Raghuram Rajan exits.. Media starts its games once again.

The media including the otherwise respected Economic Times and CNBC TV  all predicted dooms day for Indian economy if Rajan is not given a second term. It was funny to observe that even Mr Narayana Murthy of Infosys made a suggestion that Rajan deserves not one renewal but two at one go.

Now that Mr Rajan has decided to call it quits, all these people should accept that  their attempt to manipulate the process of appointment of an RBI Governor which is the prerogative of the current Government has not been successful and keep quiet.

All said and done, Mr Rajan was a personal choice of the previous Finance Minister Mr Chidambaram who is a tainted with issues such as  the Ishrat Jehan files involving National Security issues  and that should be sufficient to cause distrust of Mr Rajan by neutral observers.

Mr Rajan did not do enough to present himself as a person who is not pro-Congress during his tenure. The support he received from Congress in the last month and receiving till today is sufficient to vindicate the belief that Congress had a vested interest in his continuation and it was therefore a political decision to continue him or not.

The media which thinks it can influence every Government decision has now started its game once again by projecting Ms Arundhati Bhattacharya, the current SBI Chair person to the post of the RBI Governor. Media would love to have the “First Female Governor of RBI” as if it is a special qualification for a person to be female. This criteria is insulting even to Ms Arundhati and should never be advanced.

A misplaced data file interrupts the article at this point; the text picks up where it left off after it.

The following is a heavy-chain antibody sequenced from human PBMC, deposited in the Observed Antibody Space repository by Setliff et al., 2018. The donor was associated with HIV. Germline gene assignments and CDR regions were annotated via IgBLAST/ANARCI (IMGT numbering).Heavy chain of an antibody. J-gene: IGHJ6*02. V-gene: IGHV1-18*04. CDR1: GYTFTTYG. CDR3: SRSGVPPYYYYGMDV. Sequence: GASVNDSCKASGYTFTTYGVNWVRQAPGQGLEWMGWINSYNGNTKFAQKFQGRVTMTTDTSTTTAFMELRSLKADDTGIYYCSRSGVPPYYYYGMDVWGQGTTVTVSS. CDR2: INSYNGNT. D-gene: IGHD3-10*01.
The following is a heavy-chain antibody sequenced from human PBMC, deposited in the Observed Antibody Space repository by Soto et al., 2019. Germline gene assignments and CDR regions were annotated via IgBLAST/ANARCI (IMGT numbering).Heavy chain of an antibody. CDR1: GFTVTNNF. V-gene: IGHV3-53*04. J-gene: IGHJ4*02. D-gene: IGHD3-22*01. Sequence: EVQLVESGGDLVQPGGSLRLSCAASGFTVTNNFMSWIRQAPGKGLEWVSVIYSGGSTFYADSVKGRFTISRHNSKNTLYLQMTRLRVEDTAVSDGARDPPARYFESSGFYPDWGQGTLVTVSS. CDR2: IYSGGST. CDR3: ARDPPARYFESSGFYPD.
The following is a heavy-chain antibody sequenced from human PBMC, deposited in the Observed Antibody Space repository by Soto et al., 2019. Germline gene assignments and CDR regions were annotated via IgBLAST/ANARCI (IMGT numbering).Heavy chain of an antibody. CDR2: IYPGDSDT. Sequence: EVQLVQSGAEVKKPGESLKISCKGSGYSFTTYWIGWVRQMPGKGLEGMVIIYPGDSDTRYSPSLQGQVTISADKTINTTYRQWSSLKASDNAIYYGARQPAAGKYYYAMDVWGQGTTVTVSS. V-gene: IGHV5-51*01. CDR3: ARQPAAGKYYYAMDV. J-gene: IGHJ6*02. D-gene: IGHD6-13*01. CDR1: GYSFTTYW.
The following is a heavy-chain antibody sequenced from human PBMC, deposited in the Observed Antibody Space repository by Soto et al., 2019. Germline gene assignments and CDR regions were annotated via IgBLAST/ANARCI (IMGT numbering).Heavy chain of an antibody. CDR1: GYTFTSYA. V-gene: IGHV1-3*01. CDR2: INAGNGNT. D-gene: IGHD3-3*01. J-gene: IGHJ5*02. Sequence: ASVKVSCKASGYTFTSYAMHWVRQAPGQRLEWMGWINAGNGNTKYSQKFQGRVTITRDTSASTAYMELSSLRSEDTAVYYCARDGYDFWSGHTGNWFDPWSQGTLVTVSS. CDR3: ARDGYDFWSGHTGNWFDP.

I however, consider the attempt of the media to project Ms Arundhati as faulty for a different reason.

We must understand that she is now the head of the biggest Commercial Bank in India and if there is any problem with the Banking industry including NPAs and Frauds, the biggest share of the same is with SBI.

The role of RBI Governor is one of the “Regulator” of Banks and therefore it is completely illogical that the current Chair person of one of the commercial Banks is made the regulator.

It is highly objectionable in principle and should be avoided at all costs.

Even if she is otherwise eligible for the responsibility, it can be considered only after a cooling off period of upto 3 years after she demits the current office.  Otherwise there would be a serious conflict of interest in her role.

Further, in Personnel Management, we all know the problem of “Role Fixation” that arises in a person when he is elevated to a higher position in the hierarchy. An SBI Chairperson will remain an SBI Chairperson mentally,  for some time even if she is made the RBI Governor and immediate switch over is not advisable from managerial principles.

Further, it should be understood that the RBI Governor’s position is that of a “Regulator”. One of the problems with Raghuram Rajan was that he had a “Role Fix” as an “Economist” and was weak in discharging his other functions as a “Regulator”. It is for this reason that on issues of security, fraud management etc, his contribution appeared wanting.

Any person who has watched the E Banking and Credit Card scenario in India will recognize that SBI was one of the problem Banks. It was operating its credit card operations through an outsource partners and fraud attempts and phishing was most rampant in SBI cards. There have been many E-Banking frauds indicating a weak information security position in SBI though its past image has endured in giving a picture of a sound Bank.